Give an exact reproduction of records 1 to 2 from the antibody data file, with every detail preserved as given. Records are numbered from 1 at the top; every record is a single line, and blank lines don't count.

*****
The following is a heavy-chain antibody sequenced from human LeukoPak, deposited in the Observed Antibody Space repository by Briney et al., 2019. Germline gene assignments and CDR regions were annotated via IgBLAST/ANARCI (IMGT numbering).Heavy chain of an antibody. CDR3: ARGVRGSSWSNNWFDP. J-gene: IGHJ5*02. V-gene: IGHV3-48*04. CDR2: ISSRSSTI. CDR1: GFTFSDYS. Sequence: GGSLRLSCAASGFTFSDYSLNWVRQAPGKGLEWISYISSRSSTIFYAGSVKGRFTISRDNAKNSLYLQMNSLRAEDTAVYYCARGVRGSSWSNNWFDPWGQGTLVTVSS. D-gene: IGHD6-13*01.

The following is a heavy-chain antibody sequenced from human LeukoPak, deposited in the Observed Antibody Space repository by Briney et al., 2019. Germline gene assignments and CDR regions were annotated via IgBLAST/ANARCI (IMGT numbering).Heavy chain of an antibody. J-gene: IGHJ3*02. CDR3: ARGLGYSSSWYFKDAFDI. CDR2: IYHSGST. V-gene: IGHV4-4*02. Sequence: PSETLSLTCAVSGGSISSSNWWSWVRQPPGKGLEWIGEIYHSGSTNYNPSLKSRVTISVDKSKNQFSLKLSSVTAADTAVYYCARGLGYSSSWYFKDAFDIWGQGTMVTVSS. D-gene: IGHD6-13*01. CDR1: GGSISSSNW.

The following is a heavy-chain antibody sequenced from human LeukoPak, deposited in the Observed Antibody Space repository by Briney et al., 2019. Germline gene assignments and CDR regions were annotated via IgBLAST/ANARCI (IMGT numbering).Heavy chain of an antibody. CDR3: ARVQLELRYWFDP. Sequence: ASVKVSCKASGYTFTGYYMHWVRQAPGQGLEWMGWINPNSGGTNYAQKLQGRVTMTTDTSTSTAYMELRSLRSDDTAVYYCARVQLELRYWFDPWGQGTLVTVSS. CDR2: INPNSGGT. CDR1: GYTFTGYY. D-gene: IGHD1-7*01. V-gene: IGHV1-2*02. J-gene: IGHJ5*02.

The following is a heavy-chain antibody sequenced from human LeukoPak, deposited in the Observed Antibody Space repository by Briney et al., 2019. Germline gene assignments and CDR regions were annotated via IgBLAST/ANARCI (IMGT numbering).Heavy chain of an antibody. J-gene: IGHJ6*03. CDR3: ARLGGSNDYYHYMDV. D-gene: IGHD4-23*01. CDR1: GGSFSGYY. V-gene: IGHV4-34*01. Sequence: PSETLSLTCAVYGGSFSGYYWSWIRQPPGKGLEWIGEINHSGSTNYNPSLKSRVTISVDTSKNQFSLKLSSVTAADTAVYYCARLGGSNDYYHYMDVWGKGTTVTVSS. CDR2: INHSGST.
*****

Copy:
The following is a heavy-chain antibody sequenced from human LeukoPak, deposited in the Observed Antibody Space repository by Briney et al., 2019. Germline gene assignments and CDR regions were annotated via IgBLAST/ANARCI (IMGT numbering).Heavy chain of an antibody. CDR3: ARGVRGSSWSNNWFDP. J-gene: IGHJ5*02. V-gene: IGHV3-48*04. CDR2: ISSRSSTI. CDR1: GFTFSDYS. Sequence: GGSLRLSCAASGFTFSDYSLNWVRQAPGKGLEWISYISSRSSTIFYAGSVKGRFTISRDNAKNSLYLQMNSLRAEDTAVYYCARGVRGSSWSNNWFDPWGQGTLVTVSS. D-gene: IGHD6-13*01.

The following is a heavy-chain antibody sequenced from human LeukoPak, deposited in the Observed Antibody Space repository by Briney et al., 2019. Germline gene assignments and CDR regions were annotated via IgBLAST/ANARCI (IMGT numbering).Heavy chain of an antibody. J-gene: IGHJ3*02. CDR3: ARGLGYSSSWYFKDAFDI. CDR2: IYHSGST. V-gene: IGHV4-4*02. Sequence: PSETLSLTCAVSGGSISSSNWWSWVRQPPGKGLEWIGEIYHSGSTNYNPSLKSRVTISVDKSKNQFSLKLSSVTAADTAVYYCARGLGYSSSWYFKDAFDIWGQGTMVTVSS. D-gene: IGHD6-13*01. CDR1: GGSISSSNW.